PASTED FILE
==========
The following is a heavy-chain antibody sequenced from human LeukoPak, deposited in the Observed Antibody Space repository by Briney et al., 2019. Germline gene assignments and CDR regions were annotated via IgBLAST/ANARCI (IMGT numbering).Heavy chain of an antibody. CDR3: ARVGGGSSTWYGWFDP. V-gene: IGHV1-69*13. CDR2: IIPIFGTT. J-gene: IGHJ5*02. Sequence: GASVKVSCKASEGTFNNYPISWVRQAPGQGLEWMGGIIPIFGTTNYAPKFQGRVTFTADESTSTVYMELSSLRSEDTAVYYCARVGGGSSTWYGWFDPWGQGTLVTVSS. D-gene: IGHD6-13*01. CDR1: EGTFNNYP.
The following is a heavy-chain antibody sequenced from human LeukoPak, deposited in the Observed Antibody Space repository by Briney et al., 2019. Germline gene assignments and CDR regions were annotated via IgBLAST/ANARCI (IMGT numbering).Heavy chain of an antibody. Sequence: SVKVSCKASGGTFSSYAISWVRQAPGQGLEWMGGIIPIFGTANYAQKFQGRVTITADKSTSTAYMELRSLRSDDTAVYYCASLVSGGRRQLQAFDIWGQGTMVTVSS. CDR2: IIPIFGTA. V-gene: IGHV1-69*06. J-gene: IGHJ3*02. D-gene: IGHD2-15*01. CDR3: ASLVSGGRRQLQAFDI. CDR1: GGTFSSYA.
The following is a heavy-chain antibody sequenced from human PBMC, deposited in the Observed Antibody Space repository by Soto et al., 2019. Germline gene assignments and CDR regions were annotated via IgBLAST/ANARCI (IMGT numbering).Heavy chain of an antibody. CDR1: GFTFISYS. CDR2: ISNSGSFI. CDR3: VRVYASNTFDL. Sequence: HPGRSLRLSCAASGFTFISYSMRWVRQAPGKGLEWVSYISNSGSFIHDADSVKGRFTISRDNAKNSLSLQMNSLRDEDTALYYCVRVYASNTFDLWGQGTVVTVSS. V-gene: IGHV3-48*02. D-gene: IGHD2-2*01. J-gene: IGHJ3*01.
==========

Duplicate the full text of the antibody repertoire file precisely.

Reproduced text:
The following is a heavy-chain antibody sequenced from human LeukoPak, deposited in the Observed Antibody Space repository by Briney et al., 2019. Germline gene assignments and CDR regions were annotated via IgBLAST/ANARCI (IMGT numbering).Heavy chain of an antibody. CDR3: ARVGGGSSTWYGWFDP. V-gene: IGHV1-69*13. CDR2: IIPIFGTT. J-gene: IGHJ5*02. Sequence: GASVKVSCKASEGTFNNYPISWVRQAPGQGLEWMGGIIPIFGTTNYAPKFQGRVTFTADESTSTVYMELSSLRSEDTAVYYCARVGGGSSTWYGWFDPWGQGTLVTVSS. D-gene: IGHD6-13*01. CDR1: EGTFNNYP.
The following is a heavy-chain antibody sequenced from human LeukoPak, deposited in the Observed Antibody Space repository by Briney et al., 2019. Germline gene assignments and CDR regions were annotated via IgBLAST/ANARCI (IMGT numbering).Heavy chain of an antibody. Sequence: SVKVSCKASGGTFSSYAISWVRQAPGQGLEWMGGIIPIFGTANYAQKFQGRVTITADKSTSTAYMELRSLRSDDTAVYYCASLVSGGRRQLQAFDIWGQGTMVTVSS. CDR2: IIPIFGTA. V-gene: IGHV1-69*06. J-gene: IGHJ3*02. D-gene: IGHD2-15*01. CDR3: ASLVSGGRRQLQAFDI. CDR1: GGTFSSYA.
The following is a heavy-chain antibody sequenced from human PBMC, deposited in the Observed Antibody Space repository by Soto et al., 2019. Germline gene assignments and CDR regions were annotated via IgBLAST/ANARCI (IMGT numbering).Heavy chain of an antibody. CDR1: GFTFISYS. CDR2: ISNSGSFI. CDR3: VRVYASNTFDL. Sequence: HPGRSLRLSCAASGFTFISYSMRWVRQAPGKGLEWVSYISNSGSFIHDADSVKGRFTISRDNAKNSLSLQMNSLRDEDTALYYCVRVYASNTFDLWGQGTVVTVSS. V-gene: IGHV3-48*02. D-gene: IGHD2-2*01. J-gene: IGHJ3*01.